Explore Henry Purcell’s The Fairy Queen in our archive.
In accordance with the law, Theseus requires Demetrius to marry Hermia, as her father, Egeus, wishes. But Hermia is in love with Lysander, while Demetrius is the unwilling object of Helena’s love. To avoid Theseus’s edict, Hermia and Lysander flee the town, pursued by Demetrius and Helena. Meanwhile, some tradesmen are preparing a play to celebrate the expected wedding and arrange to meet for rehearsals in a nearby wood. Titania, the fairy queen, comes into the wood to hide a changeling boy from her jealous husband, Oberon. The lovers and the tradesmen blunder into the wood and are tormented by Titania’s attendants.
Oberon and Titania confront each other and, refusing to forfeit the changeling boy, Titania leaves Oberon, who plots with Puck to revenge himself on her by administering a love potion, which will make her fall in love with the first thing she sees on waking. Oberon overhears a quarrel between the lovers, and instructs Puck to use the potion on them as well.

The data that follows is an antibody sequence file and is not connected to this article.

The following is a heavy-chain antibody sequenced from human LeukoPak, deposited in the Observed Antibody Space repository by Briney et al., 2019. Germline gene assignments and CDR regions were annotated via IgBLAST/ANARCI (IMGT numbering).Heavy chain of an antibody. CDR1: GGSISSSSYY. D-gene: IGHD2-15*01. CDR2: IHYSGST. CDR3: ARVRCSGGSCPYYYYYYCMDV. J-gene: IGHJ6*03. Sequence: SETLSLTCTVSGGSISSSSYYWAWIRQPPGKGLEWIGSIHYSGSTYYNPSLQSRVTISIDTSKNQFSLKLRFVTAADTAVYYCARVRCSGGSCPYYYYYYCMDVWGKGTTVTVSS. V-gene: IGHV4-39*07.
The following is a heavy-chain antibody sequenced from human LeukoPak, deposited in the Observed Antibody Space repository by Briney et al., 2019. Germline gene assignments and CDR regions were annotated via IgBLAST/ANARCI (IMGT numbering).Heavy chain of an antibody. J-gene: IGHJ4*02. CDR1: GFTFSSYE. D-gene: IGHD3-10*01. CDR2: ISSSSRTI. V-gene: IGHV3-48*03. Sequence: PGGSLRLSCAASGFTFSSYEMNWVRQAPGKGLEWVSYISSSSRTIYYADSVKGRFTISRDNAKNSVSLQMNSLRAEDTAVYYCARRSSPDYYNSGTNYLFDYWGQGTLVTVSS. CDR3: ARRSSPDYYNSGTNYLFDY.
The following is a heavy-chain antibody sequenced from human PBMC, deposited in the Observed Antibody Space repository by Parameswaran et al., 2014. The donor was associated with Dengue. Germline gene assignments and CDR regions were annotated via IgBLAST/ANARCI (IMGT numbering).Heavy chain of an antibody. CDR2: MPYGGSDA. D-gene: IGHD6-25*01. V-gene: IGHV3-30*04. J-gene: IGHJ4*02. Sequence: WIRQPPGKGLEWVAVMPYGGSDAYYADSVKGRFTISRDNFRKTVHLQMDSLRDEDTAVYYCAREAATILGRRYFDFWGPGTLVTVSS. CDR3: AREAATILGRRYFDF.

The Masque of Sleep
Titania is prepared for sleep.
Allegorical figures of Night, Mystery, Secrecy and Sleep appear to her.
The tradesmen are rehearsing their play in the wood. Puck transforms Bottom into an ass, frightening off the other workmen. Titania wakes and becomes besotted with Bottom.
The Masque of Seduction
Titania entertains Bottom with a masque which presents the delights of sensual love, with images from pastoral life.
Oberon brings the rightful pairs of lovers back together and releases Titania from the spell.
The Masque of the New Day
The fairy monarch’s reconciliation is celebrated with a masque of renewal. Phoebus, the Sun, appears and presents the seasons.
Theseus discovers the lovers in the wood and, finding that Demetrius no longer loves Hermia, overrules Egeus’s demands and arranges a wedding for the lovers. The tradesmen present their play in celebration of the marriage.
The Masque of Marriage
The lovers are instructed by Juno in the delights and perils of matrimony. They are presented with images of hope, loss and innocence. Hymen eventually appears to officiate.